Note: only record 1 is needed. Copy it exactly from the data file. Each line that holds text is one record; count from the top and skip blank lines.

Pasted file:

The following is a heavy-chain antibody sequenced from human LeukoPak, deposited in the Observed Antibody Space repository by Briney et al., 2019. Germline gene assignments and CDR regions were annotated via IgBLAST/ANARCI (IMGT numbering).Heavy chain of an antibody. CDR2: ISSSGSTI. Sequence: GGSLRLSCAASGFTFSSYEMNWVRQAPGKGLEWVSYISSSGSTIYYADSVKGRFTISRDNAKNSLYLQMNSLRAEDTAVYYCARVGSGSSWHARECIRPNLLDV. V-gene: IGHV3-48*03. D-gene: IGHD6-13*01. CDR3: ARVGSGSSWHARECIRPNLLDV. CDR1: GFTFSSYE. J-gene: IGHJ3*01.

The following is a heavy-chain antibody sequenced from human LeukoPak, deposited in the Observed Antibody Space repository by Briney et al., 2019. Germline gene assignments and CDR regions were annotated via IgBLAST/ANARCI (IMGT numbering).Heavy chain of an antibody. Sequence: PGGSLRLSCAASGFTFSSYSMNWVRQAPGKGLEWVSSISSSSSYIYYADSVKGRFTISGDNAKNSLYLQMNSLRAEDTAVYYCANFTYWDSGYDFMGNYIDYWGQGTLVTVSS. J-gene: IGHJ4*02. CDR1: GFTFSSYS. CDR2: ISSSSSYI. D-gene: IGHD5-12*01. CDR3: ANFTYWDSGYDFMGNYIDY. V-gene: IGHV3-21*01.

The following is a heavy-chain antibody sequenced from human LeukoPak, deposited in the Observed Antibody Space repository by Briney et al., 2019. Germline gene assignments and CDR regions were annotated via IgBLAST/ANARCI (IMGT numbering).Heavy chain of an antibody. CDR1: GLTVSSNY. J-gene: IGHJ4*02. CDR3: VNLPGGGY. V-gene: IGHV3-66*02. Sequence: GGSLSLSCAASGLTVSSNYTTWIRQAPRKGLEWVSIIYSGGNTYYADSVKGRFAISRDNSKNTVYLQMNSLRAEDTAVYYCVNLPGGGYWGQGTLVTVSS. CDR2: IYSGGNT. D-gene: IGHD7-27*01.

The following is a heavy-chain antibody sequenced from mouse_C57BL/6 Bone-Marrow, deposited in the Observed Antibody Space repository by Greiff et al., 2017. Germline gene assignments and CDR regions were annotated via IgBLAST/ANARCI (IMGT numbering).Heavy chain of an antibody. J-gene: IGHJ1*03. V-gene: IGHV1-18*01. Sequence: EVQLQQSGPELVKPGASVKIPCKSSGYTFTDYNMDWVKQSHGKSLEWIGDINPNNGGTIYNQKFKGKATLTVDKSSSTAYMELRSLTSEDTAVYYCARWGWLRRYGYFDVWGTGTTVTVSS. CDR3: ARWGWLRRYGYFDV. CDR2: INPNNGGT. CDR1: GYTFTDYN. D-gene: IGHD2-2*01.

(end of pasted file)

The following is a heavy-chain antibody sequenced from human LeukoPak, deposited in the Observed Antibody Space repository by Briney et al., 2019. Germline gene assignments and CDR regions were annotated via IgBLAST/ANARCI (IMGT numbering).Heavy chain of an antibody. CDR2: ISSSGSTI. Sequence: GGSLRLSCAASGFTFSSYEMNWVRQAPGKGLEWVSYISSSGSTIYYADSVKGRFTISRDNAKNSLYLQMNSLRAEDTAVYYCARVGSGSSWHARECIRPNLLDV. V-gene: IGHV3-48*03. D-gene: IGHD6-13*01. CDR3: ARVGSGSSWHARECIRPNLLDV. CDR1: GFTFSSYE. J-gene: IGHJ3*01.